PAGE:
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Stocks, Bonds etc.  ->  Investing Tax Issues -> Warrants and rights to acquire shares

Tax Treatment of Warrants and Rights to Purchase Additional Shares

Income Tax Act s. 15(1), s. 49(3)(b)

This information is regarding investments which are received outside of RRSPs or other registered accounts.

When a corporation grants, to existing owners of its common shares, rights to acquire additional shares of the corporation, in the form of a warrant or option, the following tax consequences result:

bullet the value of the options must be included in the shareholder's income, unless identical rights to acquire shares have been offered to all owners of the corporation's common shares
bullet the amount included in the shareholder's income becomes the cost basis of the rights for the shareholder

The amount of the benefit under s. 15(1) is normally the greater of:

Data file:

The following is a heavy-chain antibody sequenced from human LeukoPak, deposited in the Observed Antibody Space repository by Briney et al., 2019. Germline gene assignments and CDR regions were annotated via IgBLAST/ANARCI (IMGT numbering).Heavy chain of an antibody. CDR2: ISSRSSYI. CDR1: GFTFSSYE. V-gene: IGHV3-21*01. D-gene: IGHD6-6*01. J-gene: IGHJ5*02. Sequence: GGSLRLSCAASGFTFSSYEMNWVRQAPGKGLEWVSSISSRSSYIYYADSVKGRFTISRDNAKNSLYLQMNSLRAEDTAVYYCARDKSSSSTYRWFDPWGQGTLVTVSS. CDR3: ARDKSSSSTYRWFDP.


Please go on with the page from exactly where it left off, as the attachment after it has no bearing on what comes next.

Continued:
bullet the trading value of the rights received; and
bullet the amount by which the fair market value of the shares subject to the option, at the time of the option's distribution, exceeds the exercise price provided in the option.

Rights exercised

If the rights are exercised to purchase shares, the cost basis of the shares acquired will be equal to:

bullet the cost basis of the rights (amount included in shareholder's income); plus
bullet the amount paid to exercise the rights and acquire the shares

Rights sold

If the rights are sold without being exercised, there will be a gain in the amount of:

bullet proceeds received, less
bullet the cost basis of the rights (amount included in shareholder's income)

For most taxpayers, the gain will be a capital gain, 50% of which is subject to tax.  See the article Capital or Income? as to whether the gain is taxable as a capital gain or an income gain.

Canada Revenue Agency (CRA) Resources

IT116R3 Rights to Buy Additional Shares (Archived)

IT96R6 Options Granted by Corporations to Acquire Shares, Bonds, or Debentures and by Trusts to Acquire Trust Units (Archived)

Revised: October 15, 2021

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